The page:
The Columbus Circle Station was the first station to be structurally completed, as early as 1901. According to Philip Ashforth Coppola, in Silver Connections, it was completed so far in advance of the subway’s opening in 1904 that the “architects used its walls as an art gallery, experimenting with decorative ideas in various colors of tiles and other materials.” When the Heins & LeFarge and Grueby Faience Company tiles were chosen to decorate the subway, the experimental works of art were left in place, hidden  behind  a wall. No one is quite sure why they were left in place, or how many of them might remain hidden in the station.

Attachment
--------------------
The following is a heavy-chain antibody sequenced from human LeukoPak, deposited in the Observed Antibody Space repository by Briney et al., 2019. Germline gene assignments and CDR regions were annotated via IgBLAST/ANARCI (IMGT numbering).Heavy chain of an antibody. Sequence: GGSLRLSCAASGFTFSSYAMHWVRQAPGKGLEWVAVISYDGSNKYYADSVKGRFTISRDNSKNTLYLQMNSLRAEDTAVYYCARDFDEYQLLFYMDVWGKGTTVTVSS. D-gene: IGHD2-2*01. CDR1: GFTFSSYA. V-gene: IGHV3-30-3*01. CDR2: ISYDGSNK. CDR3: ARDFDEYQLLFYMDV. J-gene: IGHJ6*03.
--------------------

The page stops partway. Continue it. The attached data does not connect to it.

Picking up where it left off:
American Encaustic Tiling Company prototype tile:

In 2007, when an extensive  rehabilitation  of the Columbus Circle station began, some of these prototypes were revealed. The first was a blue and white Art Nouveau plaque manufactured by the American Encaustic Tiling Company. This plaque has since been restored and is currently on display on the uptown 1 train platform. Following, the discovery of this plaque, and some plain white subway tile prototypes, in 2010 the MTA unearthed a decorative mosaic. The mosiac, which was also discovered on the uptown 1 train platform, did not make the final cut for some unknown reason. As a result,  it was hidden away for more than a century. The MTA stated that they would design a window in order to display the mosaic. Unfortunately, the mosaics are currently hidden away while we wait on the MTA to  fulfill  their promise.

The newly discovered  mosaic subway tiles  :

Currently, they are hidden  behind  this piece of wood, waiting for the MTA to  fulfill  their promise: